Saturday, August 18, 2012


When my perennially ambitious friend David Schoffman announced that he planned to paint the portraits of the entire Estonian Men's Olympic Swim Team, I have to admit I thought that he had lost his already truant mind. Now that the results are in (Gallerie Ziodorno T, San Francisco, Aug. 14 - Sept 19), I am certain that all his considerable critical faculties have taken hasty flight.

Portrait of Mats Lepik, Oil on canvas, David Schoffman 2012

In the Bay Area, the obvious appeal of sprightly tinted images of strapping, square-jawed young men is a given. Equally predictable was the eviscerating critical response.

That Schoffman seems utterly indifferent to the judgement of his peers betrays an acute late career decadence as expressed by the likes of Picasso, Derain, DeKooning and Daudet. With his reputation secure and his market value equally robust, David seems to be making a mockery of the entire enterprise of art-making.

Is this the same David Schoffman responsible for the genre defying tour-de-force "The Body Is His Book?"

Monday, August 13, 2012


The Neo-Dada Los Angeles artist collective Ars Magna Sciendi is an eccentric offshoot of the much larger and much better known European group Pinakothek. The Los Angeles 'organization' (I use that word reservedly and with no small degree of irony) was founded in 2009 by René Besmorg, Ospizio Priuli and my good friend David Schoffman. Together they have published and produced a wide variety of projects, pamphlets, direct actions, exhibitions, demonstrations, provocations, short films, short manifestos, short-lived offshoots and several actual very real living breathing babies.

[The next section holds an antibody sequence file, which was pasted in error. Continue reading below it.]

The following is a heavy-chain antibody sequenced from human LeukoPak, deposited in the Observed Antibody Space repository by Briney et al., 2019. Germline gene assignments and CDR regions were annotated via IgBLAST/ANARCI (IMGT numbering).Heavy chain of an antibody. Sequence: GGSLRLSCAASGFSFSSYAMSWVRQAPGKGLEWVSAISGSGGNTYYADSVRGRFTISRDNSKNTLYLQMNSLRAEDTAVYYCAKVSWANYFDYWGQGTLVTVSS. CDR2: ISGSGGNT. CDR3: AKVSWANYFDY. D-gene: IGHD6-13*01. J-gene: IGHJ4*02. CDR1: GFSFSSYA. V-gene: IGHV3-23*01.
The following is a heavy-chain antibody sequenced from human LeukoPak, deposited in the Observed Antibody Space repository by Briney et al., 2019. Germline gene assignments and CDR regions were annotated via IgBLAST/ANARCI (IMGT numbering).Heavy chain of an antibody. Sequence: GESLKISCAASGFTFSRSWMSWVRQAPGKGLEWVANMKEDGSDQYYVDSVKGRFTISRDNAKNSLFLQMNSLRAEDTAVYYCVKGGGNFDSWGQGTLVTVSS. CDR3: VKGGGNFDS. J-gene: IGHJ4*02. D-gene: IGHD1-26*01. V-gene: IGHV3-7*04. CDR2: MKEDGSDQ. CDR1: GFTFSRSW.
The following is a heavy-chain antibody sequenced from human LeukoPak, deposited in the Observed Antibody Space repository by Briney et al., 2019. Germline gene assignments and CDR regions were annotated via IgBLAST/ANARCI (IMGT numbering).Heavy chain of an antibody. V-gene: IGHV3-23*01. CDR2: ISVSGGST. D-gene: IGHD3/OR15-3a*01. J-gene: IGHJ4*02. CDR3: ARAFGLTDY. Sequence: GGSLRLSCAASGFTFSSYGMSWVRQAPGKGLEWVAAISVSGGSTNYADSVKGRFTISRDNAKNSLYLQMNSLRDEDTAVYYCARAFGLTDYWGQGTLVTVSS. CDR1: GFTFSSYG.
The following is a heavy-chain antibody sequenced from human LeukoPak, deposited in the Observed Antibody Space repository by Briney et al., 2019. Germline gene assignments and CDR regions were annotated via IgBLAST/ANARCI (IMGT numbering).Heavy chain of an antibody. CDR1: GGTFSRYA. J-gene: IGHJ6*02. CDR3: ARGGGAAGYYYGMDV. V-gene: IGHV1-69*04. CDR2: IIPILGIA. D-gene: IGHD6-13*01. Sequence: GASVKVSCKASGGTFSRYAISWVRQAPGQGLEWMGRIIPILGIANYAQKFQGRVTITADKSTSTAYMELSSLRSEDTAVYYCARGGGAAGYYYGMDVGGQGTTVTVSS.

Their latest exploit is a curious blend of civics, summer and the enduring appeal of French Impressionism. Together with a small group of (unpaid) interns, Schoffman & co. set out to follow the presidential race. From California to New Hampshire the Ars Magna Sciendi group have been shadowing the candidates and their armies of volunteers. 

Going door to door with satchels of art materials, these crazy Dadaists are literally canvasing prospective voters. Their procedure is simple: In exchange for the supplies (six tubes of acrylic paint, an 18 x 24 inch pre-stretched cotton duck canvas and two #12 synthetic hair brushes) participants are asked to paint a landscape in the style of their favorite impressionist imagined as either a Democrat or a Republican

Emma James, Driggs, Idaho. Fifth Street Park through the eyes of Gustave Caillebotte as a Tea Party Republican, 2012

The results are rather astonishing. Schoffman and his collaborators will be continuing the project until the November election. The paintings will be exhibited in the spring of 2013 at the Museé de l'Art Brut in Neuchatel, Switzerland.